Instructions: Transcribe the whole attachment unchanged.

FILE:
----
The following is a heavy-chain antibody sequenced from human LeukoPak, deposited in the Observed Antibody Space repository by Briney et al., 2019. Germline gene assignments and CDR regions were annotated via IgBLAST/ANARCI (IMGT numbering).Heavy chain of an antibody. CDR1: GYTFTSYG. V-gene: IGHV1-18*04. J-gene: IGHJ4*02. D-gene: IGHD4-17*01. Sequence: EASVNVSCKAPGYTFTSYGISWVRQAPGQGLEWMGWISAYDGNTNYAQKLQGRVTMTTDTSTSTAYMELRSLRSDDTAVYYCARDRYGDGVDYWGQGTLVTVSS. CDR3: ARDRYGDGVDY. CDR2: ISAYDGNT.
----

The following is a heavy-chain antibody sequenced from human LeukoPak, deposited in the Observed Antibody Space repository by Briney et al., 2019. Germline gene assignments and CDR regions were annotated via IgBLAST/ANARCI (IMGT numbering).Heavy chain of an antibody. CDR1: GYTFTSYG. V-gene: IGHV1-18*04. J-gene: IGHJ4*02. D-gene: IGHD4-17*01. Sequence: EASVNVSCKAPGYTFTSYGISWVRQAPGQGLEWMGWISAYDGNTNYAQKLQGRVTMTTDTSTSTAYMELRSLRSDDTAVYYCARDRYGDGVDYWGQGTLVTVSS. CDR3: ARDRYGDGVDY. CDR2: ISAYDGNT.